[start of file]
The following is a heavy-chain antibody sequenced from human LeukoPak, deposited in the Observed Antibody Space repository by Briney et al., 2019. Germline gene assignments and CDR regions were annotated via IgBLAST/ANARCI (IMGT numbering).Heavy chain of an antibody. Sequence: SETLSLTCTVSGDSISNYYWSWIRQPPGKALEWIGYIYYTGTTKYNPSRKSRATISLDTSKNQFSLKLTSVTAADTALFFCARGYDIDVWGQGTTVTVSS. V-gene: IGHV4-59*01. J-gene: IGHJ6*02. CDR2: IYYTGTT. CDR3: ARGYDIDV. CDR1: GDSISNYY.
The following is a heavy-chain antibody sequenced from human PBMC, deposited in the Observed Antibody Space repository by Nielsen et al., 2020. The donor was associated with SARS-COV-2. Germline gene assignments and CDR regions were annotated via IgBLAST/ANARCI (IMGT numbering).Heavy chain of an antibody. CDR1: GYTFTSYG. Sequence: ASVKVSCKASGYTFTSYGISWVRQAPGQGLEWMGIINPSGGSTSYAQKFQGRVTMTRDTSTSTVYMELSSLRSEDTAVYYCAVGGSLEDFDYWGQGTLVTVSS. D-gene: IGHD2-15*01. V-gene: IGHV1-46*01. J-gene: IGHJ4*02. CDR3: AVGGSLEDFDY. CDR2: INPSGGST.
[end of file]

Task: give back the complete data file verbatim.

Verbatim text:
The following is a heavy-chain antibody sequenced from human LeukoPak, deposited in the Observed Antibody Space repository by Briney et al., 2019. Germline gene assignments and CDR regions were annotated via IgBLAST/ANARCI (IMGT numbering).Heavy chain of an antibody. Sequence: SETLSLTCTVSGDSISNYYWSWIRQPPGKALEWIGYIYYTGTTKYNPSRKSRATISLDTSKNQFSLKLTSVTAADTALFFCARGYDIDVWGQGTTVTVSS. V-gene: IGHV4-59*01. J-gene: IGHJ6*02. CDR2: IYYTGTT. CDR3: ARGYDIDV. CDR1: GDSISNYY.
The following is a heavy-chain antibody sequenced from human PBMC, deposited in the Observed Antibody Space repository by Nielsen et al., 2020. The donor was associated with SARS-COV-2. Germline gene assignments and CDR regions were annotated via IgBLAST/ANARCI (IMGT numbering).Heavy chain of an antibody. CDR1: GYTFTSYG. Sequence: ASVKVSCKASGYTFTSYGISWVRQAPGQGLEWMGIINPSGGSTSYAQKFQGRVTMTRDTSTSTVYMELSSLRSEDTAVYYCAVGGSLEDFDYWGQGTLVTVSS. D-gene: IGHD2-15*01. V-gene: IGHV1-46*01. J-gene: IGHJ4*02. CDR3: AVGGSLEDFDY. CDR2: INPSGGST.